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A Dream Deferred: The Second Betrayal of Black Freedom in America
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A Dream Deferred: The Second Betrayal of Black Freedom in America

4.03  ·  Rating Details ·  73 Ratings  ·  7 Reviews
From the author of the award-winning bestseller The Content of Our Character comes a new essay collection that tells the untold story behind the polarized racial politics in America today. In A Dream Deferred Shelby Steele argues that a second betrayal of black freedom in the United States--the first one being segregation--emerged from the civil rights era when the country ...more
Paperback, 208 pages
Published October 6th 1999 by Harper Perennial (first published 1998)
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Cassidy Beamer
Dec 20, 2016 Cassidy Beamer rated it really liked it
I enjoyed this book because Steele's view on racial disparities and how the government handles them is unlike anything I have ever heard of or read before. The only thing I disliked this book is Steele's use of eloquent language to describe simple practices. This book helped me grow as a person because it forced me to consider how acts of intervention such as affirmative action and group preferences may actually make it harder to achieve equality among all races. I would recommend this book to a ...more
Frederick Glaysher
Dec 18, 2011 Frederick Glaysher rated it it was amazing
A Dream Deferred. The Second Betrayal of Black Freedom in America. Shelby Steele[return][return]Reawakening the Dream…. December 7, 2000[return][return]This morning, sometime around three or four AM, I woke up thinking about Shelby Steele’s A Dream Deferred. I read it a number of months ago and have been wanting to write a brief note about it. There are so few intelligent, reasonable, sane voices speaking about racial matters in America I feel it as a duty to try to acknowledge those who are so ...more
Now this is the REAL discussion on race that America needs to have with itself...
A DREAM DEFERRED is a brilliant analysis of how the civil rights movement became corrupted for political gain. It explains how racial discrimination remains alive and well in modern America under the guise of "diversity" and "racial preferences," and how African Americans have lost control of their own destinies by not taking responsibility for problems within their own communities.
Shelby also chides white Americans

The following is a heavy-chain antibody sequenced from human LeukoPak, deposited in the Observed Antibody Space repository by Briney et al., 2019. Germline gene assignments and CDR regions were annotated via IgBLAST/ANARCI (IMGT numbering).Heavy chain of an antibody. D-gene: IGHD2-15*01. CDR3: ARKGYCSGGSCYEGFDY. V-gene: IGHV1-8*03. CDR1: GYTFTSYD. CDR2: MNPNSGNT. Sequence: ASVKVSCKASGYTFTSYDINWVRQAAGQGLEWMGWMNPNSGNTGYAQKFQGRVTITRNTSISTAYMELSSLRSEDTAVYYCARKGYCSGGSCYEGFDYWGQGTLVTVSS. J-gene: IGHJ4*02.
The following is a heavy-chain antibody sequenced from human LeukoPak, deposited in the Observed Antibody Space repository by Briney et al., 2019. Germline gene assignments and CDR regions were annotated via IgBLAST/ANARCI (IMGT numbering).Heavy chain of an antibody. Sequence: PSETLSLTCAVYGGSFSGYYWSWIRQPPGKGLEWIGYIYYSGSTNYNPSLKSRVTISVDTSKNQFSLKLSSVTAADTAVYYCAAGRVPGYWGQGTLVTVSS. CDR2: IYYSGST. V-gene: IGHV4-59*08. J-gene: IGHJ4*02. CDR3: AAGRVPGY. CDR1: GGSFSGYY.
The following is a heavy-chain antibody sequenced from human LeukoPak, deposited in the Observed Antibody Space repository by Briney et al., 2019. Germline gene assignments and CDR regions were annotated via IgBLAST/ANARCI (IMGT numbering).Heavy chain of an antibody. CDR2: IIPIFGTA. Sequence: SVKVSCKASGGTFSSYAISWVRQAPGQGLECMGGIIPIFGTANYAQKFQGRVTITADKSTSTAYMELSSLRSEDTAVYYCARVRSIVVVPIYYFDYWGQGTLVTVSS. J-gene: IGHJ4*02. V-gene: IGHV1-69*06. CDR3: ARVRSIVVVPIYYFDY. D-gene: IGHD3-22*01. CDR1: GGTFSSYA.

Sep 27, 2009 Cedric rated it really liked it
Basically Shelby Steele cops to premises (historically, about what happened to black people in America) but then comes to entirely different conclusions than most black people about what the remedies ought to be. He's entitled- I simply disagree. I constantly found myself saying "ok, ok, ok, ok, WTF?" Good read though. Very interesting. And this same review applies to "Content of our Character..." Basically an expanded rerun of "Content's" precepts.
Theophilus (Theo)
May 23, 2015 Theophilus (Theo) rated it liked it
Written by a self-confessed black conservative, the book acknowledges the multitude of grievances felt in the African American community, but places the onus on us to bring ourselves up. The title is taken from a Langston Hughes poem. If a people's dream is kept from being reached for so long, does that dream just "dry up like a raisin in the sun?"
Lisa Bowman
Jul 09, 2011 Lisa Bowman rated it it was amazing
One of my favorite books. It brings a another perspective of affirmative action and addresses stigmas that both races face.
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Shelby Steele (born January 1, 1946) is an African American author, columnist, documentary film maker, and a Robert J. and Marion E. Oster Senior Fellow at Stanford University's Hoover Institution, specialising in the study of race relations, multiculturalism and affirmative action. In 1990, he received the National Book Critics Circle Award in the general nonfiction category for his book The Cont ...more
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